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Princess of Pot finds it 'offensive' that former cops are poised to profit off legal weed

Last Updated Nov 23, 2017 at 7:31 pm EST

The so-called Princess of Pot says she finds it “offensive” that former high-profile figures in law enforcement are now poised to cash in on marijuana legalization after spending the bulk of their careers enforcing what she considers draconian weed laws.

“It’s similar to a homophobic priest trying to draft legislation for gay marriage,” Jodie Emery told CityNews on Thursday. “It’s a position that they’ve never held before. They’re not respectable on that issue.”

Emery was referring to people like former OPP commissioner Julian Fantino, and former RCMP deputy commissioner Raf Souccar.

They’re now both at the helm of the medicinal marijuana company Aleafia, in Vaughan.

Aleafia is not a dispensary. The company says it will connect patients with medically authorized cannabis-related treatments at locations across the Greater Toronto Area.

Fantino has previously expressed his opposition to marijuana legalization, tweeting in 2015 that he was “completely opposed” to the idea.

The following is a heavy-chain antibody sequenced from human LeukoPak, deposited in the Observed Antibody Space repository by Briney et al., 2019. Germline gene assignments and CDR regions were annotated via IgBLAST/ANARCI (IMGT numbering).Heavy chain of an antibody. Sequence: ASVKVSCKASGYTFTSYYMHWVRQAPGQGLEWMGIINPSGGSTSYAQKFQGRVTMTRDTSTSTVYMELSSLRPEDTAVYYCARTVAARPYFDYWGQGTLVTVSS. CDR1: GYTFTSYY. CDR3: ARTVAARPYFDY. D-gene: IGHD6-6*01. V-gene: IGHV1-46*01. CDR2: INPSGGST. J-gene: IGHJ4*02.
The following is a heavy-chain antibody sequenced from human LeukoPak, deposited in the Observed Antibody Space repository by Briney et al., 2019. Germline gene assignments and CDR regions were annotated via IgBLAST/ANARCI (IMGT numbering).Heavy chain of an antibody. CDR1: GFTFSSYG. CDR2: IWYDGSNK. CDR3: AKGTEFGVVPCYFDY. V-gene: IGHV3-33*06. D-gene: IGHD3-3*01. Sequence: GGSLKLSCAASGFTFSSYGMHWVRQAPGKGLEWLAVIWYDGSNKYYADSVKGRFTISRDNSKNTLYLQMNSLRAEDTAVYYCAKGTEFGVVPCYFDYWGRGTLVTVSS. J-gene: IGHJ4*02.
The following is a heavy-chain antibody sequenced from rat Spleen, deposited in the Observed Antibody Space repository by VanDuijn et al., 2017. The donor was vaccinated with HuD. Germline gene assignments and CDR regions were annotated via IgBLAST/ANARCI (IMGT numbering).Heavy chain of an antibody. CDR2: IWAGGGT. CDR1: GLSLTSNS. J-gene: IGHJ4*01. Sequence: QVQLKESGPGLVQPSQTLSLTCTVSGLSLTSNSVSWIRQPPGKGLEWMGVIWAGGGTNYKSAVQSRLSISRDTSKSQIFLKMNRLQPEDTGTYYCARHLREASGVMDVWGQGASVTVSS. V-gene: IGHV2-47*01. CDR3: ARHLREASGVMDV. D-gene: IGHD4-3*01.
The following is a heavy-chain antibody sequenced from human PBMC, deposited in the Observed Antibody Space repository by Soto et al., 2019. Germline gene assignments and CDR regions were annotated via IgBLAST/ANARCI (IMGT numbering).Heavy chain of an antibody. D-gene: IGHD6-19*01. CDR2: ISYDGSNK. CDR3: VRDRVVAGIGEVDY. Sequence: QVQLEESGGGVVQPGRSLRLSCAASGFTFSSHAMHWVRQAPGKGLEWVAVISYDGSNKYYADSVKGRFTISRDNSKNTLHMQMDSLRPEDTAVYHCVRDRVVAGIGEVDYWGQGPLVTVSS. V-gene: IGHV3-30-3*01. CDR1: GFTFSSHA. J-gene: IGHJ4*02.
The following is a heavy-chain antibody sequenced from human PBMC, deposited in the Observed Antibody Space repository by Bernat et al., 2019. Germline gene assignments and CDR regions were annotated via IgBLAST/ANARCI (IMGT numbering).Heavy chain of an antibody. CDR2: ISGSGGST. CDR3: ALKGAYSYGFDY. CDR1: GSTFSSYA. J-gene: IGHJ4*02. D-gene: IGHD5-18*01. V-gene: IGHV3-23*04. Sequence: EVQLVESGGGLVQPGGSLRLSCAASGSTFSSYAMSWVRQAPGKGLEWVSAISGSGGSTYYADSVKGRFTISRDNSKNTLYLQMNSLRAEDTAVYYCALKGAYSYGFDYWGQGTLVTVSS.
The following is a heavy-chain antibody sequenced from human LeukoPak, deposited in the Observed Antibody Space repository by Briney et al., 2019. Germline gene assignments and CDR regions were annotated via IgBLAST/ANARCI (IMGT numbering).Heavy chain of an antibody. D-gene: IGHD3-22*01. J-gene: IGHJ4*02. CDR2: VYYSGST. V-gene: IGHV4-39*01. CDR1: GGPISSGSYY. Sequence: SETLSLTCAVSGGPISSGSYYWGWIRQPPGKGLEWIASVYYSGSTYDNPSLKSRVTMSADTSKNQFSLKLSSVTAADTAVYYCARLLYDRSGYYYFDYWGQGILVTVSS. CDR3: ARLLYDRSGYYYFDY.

He later said he had a change of heart on the topic after speaking to veterans who successfully used marijuana to treat their PTSD. Fantino was minister of Veterans Affairs between 2012 and 2015.

When asked about former cops delving into the once vilified industry, Ontario Attorney General Yasir Naqvi would only say, “People are free to get involved in that economic activity. Our focus is to make sure that they’re within the bounds of the law.”

But Jodie Emery and her husband, the Prince of Pot Marc Emery, aren’t free to join the burgeoning industry. Instead they’re facing serious drug charges stemming from their ownership of the now-defunct Cannabis Culture chain of marijuana dispensaries.

Despite being pioneers and early activists in the soon-to-be legitimized marijuana industry, they won’t be allowed to profit off its legalization.

“I find it very offensive that law enforcement and politicians who’ve put us in handcuffs and put us in jail and gave us records, are now cashing in on the very thing that they called us criminals for doing before,” she said.

Emery is calling on the federal government to drop all marijuana-related charges. The government is considering allowing those with minor possession charges to play a role in legalization — a public consultation has been launched on that matter — but individuals with more serious trafficking charges won’t be part of the conversation.